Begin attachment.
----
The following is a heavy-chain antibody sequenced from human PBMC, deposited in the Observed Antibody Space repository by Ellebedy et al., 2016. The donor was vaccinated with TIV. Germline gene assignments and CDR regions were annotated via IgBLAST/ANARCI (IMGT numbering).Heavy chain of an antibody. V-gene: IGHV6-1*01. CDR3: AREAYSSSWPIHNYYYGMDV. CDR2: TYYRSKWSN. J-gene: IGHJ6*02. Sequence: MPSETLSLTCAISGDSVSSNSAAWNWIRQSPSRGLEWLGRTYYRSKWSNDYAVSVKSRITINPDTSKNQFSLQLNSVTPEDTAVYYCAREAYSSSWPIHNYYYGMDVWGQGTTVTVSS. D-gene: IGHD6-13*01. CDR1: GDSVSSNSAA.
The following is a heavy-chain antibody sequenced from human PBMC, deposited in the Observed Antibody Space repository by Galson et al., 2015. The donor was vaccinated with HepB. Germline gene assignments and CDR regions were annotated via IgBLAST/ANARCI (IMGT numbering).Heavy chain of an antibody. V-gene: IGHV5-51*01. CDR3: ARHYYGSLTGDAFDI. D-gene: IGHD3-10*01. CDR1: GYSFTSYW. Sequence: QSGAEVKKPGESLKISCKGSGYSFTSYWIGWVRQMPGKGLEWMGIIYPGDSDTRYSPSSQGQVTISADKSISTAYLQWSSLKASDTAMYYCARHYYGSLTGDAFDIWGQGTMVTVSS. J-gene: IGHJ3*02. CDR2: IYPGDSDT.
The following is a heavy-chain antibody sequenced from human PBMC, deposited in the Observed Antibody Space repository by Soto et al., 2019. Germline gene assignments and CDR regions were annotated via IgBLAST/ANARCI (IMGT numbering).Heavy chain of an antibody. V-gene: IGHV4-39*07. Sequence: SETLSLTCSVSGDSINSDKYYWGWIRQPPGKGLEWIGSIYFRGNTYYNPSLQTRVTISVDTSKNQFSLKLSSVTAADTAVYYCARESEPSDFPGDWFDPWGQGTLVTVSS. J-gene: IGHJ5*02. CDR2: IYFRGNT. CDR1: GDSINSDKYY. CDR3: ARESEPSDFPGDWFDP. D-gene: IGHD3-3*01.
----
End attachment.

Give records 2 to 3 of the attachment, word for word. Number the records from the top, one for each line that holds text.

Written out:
The following is a heavy-chain antibody sequenced from human PBMC, deposited in the Observed Antibody Space repository by Galson et al., 2015. The donor was vaccinated with HepB. Germline gene assignments and CDR regions were annotated via IgBLAST/ANARCI (IMGT numbering).Heavy chain of an antibody. V-gene: IGHV5-51*01. CDR3: ARHYYGSLTGDAFDI. D-gene: IGHD3-10*01. CDR1: GYSFTSYW. Sequence: QSGAEVKKPGESLKISCKGSGYSFTSYWIGWVRQMPGKGLEWMGIIYPGDSDTRYSPSSQGQVTISADKSISTAYLQWSSLKASDTAMYYCARHYYGSLTGDAFDIWGQGTMVTVSS. J-gene: IGHJ3*02. CDR2: IYPGDSDT.
The following is a heavy-chain antibody sequenced from human PBMC, deposited in the Observed Antibody Space repository by Soto et al., 2019. Germline gene assignments and CDR regions were annotated via IgBLAST/ANARCI (IMGT numbering).Heavy chain of an antibody. V-gene: IGHV4-39*07. Sequence: SETLSLTCSVSGDSINSDKYYWGWIRQPPGKGLEWIGSIYFRGNTYYNPSLQTRVTISVDTSKNQFSLKLSSVTAADTAVYYCARESEPSDFPGDWFDPWGQGTLVTVSS. J-gene: IGHJ5*02. CDR2: IYFRGNT. CDR1: GDSINSDKYY. CDR3: ARESEPSDFPGDWFDP. D-gene: IGHD3-3*01.